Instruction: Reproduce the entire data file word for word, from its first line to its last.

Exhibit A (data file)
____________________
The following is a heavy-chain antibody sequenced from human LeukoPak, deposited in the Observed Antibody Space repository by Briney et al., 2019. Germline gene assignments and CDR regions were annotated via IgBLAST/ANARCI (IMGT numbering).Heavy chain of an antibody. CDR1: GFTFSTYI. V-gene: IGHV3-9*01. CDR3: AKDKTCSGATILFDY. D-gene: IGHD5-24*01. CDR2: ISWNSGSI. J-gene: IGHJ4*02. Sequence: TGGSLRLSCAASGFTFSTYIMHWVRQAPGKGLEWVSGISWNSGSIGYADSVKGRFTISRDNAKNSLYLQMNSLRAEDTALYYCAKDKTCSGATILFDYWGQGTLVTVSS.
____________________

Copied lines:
The following is a heavy-chain antibody sequenced from human LeukoPak, deposited in the Observed Antibody Space repository by Briney et al., 2019. Germline gene assignments and CDR regions were annotated via IgBLAST/ANARCI (IMGT numbering).Heavy chain of an antibody. CDR1: GFTFSTYI. V-gene: IGHV3-9*01. CDR3: AKDKTCSGATILFDY. D-gene: IGHD5-24*01. CDR2: ISWNSGSI. J-gene: IGHJ4*02. Sequence: TGGSLRLSCAASGFTFSTYIMHWVRQAPGKGLEWVSGISWNSGSIGYADSVKGRFTISRDNAKNSLYLQMNSLRAEDTALYYCAKDKTCSGATILFDYWGQGTLVTVSS.